So what did I learn after these two meals and an extended tasting at TFL two weeks earlier? (1) The gougères at Per Se are better. (2) As much as I like Per Se's dining room, it cannot compete with the preindustrial nostalgia TFL evokes. (3) These restaurants, as is the case with many in this genre, attract cockaloric Facebook philosophers, who desperately want you and the dining room staff to know they matter because, for example, they spend thousands of dollars at Joel Robouchon's Mansion (you can also get big leagued by author Andrew Sullivan in a restaurant like Per Se, as I learned). (4) I need a break, both financially and physically, from Keller's establishments. (5) The relationship between how much one spends and how good a time one has can be non-monotonic. (6) When I do return to either TFL or Per Se, it will almost certainly be for the vegetable tasting.

* The dining room also becomes unusually tenebrous as the evening wears on, resulting in rubbishy photos.

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  1. Thank you for an interesting, informative, in depth report. The "being made to feel like a sucker" part is really amazing in such an establishment. They should make it up to you, on a future visit.
    I personally prefer TFL to Per Se, it is probably my favorite restaurant in the world.
    The photos you posted are quite nice. In spite of a tenebrous dining room, Thanks for enriching my vocabulary also.

    4 Replies
    1. re: foodwhisperer

      It was a tricky experience to describe, as I didn't want to come across as querulous.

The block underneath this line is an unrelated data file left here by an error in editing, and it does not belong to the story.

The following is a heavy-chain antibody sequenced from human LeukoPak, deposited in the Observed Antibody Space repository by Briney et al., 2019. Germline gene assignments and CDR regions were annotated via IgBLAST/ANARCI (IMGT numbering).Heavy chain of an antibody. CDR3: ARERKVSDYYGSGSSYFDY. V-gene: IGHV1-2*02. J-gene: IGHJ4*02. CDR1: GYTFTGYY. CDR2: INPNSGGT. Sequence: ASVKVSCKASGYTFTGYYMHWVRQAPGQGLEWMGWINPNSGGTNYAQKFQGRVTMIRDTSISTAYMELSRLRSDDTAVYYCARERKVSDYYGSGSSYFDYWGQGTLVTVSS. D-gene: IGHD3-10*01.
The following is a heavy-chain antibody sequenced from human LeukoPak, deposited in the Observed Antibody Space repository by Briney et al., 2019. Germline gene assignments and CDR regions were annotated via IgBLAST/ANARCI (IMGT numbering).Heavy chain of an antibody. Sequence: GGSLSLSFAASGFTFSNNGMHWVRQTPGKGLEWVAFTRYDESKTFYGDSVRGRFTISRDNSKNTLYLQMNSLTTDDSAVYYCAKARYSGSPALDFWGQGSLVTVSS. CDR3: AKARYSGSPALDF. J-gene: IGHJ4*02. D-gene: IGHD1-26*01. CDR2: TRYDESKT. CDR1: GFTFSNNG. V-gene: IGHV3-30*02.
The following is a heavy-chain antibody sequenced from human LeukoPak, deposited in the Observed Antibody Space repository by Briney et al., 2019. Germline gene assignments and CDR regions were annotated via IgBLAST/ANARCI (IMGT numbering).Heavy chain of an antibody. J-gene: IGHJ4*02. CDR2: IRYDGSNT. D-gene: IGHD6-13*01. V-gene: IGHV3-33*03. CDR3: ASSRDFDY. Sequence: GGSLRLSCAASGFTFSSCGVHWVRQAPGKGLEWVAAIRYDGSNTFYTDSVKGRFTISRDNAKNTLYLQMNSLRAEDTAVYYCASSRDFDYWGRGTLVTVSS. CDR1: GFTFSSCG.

As for TFL, I can understand why it's your favorite restaurant in the world; my lunch there was wonderful, though I do wish their reservation system wasn't so cumbrous.

      1. re: degustingdiary

        I've been to TFL for lunch and for dinner. Lunch I enjoyed more, as the view from our table was incredible. Both times I circumvented the cumbrous reservation system and used the
        "charm" approach, One day notice both times.

        1. re: foodwhisperer

          Charm approach! That's great, but I'm not sure I could pull it off. When the maitre d' stopped by our table, he said having an AMEX was the surest way of securing a reservation or imploring a Napa resort to handle the tedium. Ultimately, though, as I noted in the write-up, it'll be a while before I return to either TFL or Per Se.

          1. re: degustingdiary

            Great photos on your blog. Every dish looks exquisite. I also noticed the captain responded to your not being back for awhile.

    2. Thank you for this - your review perfectly encapsulates why I decided not to pursue a Per Se reservation for my upcoming trip to NYC. Having experienced, endured, and enjoyed (in that order, unfortunately) the extended tasting menu at TFL earlier this year, I felt that it was in my interest to focus on other, somewhat less immoderate options.

      7 Replies
      1. re: gourmandish

        foodwhisperer: Thanks. Many dishes, particularly on the vegetable side, were exquisite.